This weekend I became a legal user of medical marijuana. My sister-in-law, who is a prosecutor in the Seattle area, reacted vigorously when I told her I was going to be able to use pot with permission. “OOOH!” she exclaimed with relish (she loves her job), “I can tell you all the dispensaries not to go to because you’ll get SHOT!”
Right. Just because Washington State allows me to have weed doesn’t mean everyone is allowed to have it. And me, innocent, law-abiding, clean-living (with the exception of chemotherapies, of course) soul that I am, shy and retiring and insecure, arms full of a plant with a lot of value on the street—I’m the perfect target. And even though I am, in general, innocent and law-abiding and clean-living, and even though I am not shy, retiring, nor insecure—and I’m bad-ass buff—none of that matters to a handgun anyway.
One of the first side effects that I’m noticing from my newly cooked marijuana oil is a great need for naps. I mean, I am chill, brother. I decided that, if this oil works and cures my cancer, I would want to have a record of it, from the very beginning. I started that record yesterday (I think it may be a memoir project rather than just a series of blog entries . . . yep, that’s me, kicking around the idea of not only becoming a legitimate editor, but also writing a book . . .), but what I’m finding, at least so far, is that it’s hard to build up enough steam to do something when you are, essentially, stoned (the body is supposed to adjust to the side effects of the oil within 3 weeks, and it could be that I should be starting with a smaller dose anyway).
Dude. I’m actually relaxing for the first time in . . . who knows. Like, really just wandering around the house, having extensive, slobbering naps and in general letting things slide (with the exception of the laundry, which was really necessary). One of our friends, who may have been suspected of using pot illegitimately, and therefore may have been my drug “expert” over the last couple weeks, suggested that perhaps rest, just rest, once in awhile, might cure me. Maybe that’s the secret to the pot potions—they simply put you to sleep so your body can do its thing.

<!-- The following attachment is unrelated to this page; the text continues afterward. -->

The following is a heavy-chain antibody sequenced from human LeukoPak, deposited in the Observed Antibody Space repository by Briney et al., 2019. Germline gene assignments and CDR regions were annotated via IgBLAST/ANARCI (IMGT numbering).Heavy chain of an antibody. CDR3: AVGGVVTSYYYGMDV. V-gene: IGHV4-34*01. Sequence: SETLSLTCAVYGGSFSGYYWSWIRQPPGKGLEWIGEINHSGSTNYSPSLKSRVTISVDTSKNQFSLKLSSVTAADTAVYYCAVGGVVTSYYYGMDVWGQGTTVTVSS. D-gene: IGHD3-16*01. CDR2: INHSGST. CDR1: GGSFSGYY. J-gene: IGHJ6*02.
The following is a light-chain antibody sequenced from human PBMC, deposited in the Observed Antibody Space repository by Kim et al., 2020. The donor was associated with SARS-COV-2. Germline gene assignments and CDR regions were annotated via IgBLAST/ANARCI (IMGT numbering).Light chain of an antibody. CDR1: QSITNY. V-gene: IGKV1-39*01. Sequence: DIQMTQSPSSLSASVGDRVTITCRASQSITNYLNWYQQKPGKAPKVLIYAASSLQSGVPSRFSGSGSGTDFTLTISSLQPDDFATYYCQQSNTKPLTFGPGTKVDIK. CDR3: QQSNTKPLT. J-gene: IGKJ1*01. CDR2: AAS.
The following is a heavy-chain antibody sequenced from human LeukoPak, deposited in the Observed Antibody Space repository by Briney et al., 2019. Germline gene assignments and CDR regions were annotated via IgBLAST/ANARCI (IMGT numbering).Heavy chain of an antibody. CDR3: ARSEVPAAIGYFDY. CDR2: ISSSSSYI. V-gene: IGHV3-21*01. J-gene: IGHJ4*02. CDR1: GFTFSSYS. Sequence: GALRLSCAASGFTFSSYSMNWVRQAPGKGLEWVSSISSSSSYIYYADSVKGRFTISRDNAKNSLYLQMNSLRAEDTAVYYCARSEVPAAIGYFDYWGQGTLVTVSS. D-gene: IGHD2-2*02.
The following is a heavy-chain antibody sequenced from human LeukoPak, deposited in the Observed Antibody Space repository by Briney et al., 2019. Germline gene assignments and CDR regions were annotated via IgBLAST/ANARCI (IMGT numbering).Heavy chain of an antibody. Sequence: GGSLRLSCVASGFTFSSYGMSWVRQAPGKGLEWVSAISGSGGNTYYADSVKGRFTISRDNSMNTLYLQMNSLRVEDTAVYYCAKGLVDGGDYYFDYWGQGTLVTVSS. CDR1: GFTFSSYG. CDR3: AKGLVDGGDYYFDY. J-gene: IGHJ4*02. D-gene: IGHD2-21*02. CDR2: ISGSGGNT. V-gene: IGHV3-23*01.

Back to procurement, though, because medical marijuana can do no one any good in absentia. Fortunately, for the avoidance of handguns, many of the medical marijuana users in the area are in difficult stages of difficult diseases—I mean, unfortunately for them of course as far as how they feel—but fortunately for the distribution of legalized pot, because there are lots of delivery options.
The industry is a weird mix of business-as-usual and hush-hush. I received my card from a Naturopath in West Seattle, at a 6pm appointment (i.e. after normal office hours), and it gives me the right to have, for my own use, a 60-day supply which comprises 24 ounces (1 ½ pounds) of marijuana bud and up to 15 plants. The appointment cost $150 if I brought evidence of current disease activity (I had evidence in spades); $200 if I didn’t, and needed the doctor to evaluate me. Payable in cash, or a money order. I chose cash.
There’s an online list of area dispensaries and other informative medical marijuana websites, and I eventually navigated to a place that could find me a pound of Indica bud (various strains) and deliver it to my house (it’s since been processed). I had to scan my driver’s license and marijuana card and email them over to the company: very official. The amount that I had to pay for my take, though—$3600—was in cash, and is a “donation”. The “donation” language is completely ingrained in the marijuana dispensers, because the law in Washington doesn’t make any provisions for how the marijuana should change hands; and federally, selling drugs is trafficking, and is a felony.
I discovered what may become my pet editing project in surfing through all this drug stuff: every single one of the websites I saw had typos, grammatical errors, and/or other unprofessional-looking issues with language. I should at least be able to help legitimize medical marijuana in a linguistic way. After the way I’ve been feeling today, though, both with doing things around the house and with writing this entry, I have a newfound understanding for the sloppiness. Does tidiness really matter? I keep asking myself, before lying down again and staring at my toes, or the patterns of shadow on the ceiling of my bedroom, or the backs of my eyelids.
On the evening of my delivery, the guy, whom I know by a first name only, called a couple times; first to say he was running late, then to find out exactly where I was.
“Is there off-street parking, or a driveway?” Marijuana Man asked.
“Uh, no, there’s not,” I replied, hesitantly. “It’s just street parking . . . I mean, we have a short driveway, but . . . just how cloak-and-dagger is this?” I finally asked, and he laughed.
“No, no, the street is fine. I’ll be there in five minutes.”
The deal came off perfectly easily, the first batch of oil went as expected, and now all I have to do is take a tiny bit every day, and see what happens.
Wake me in a couple months.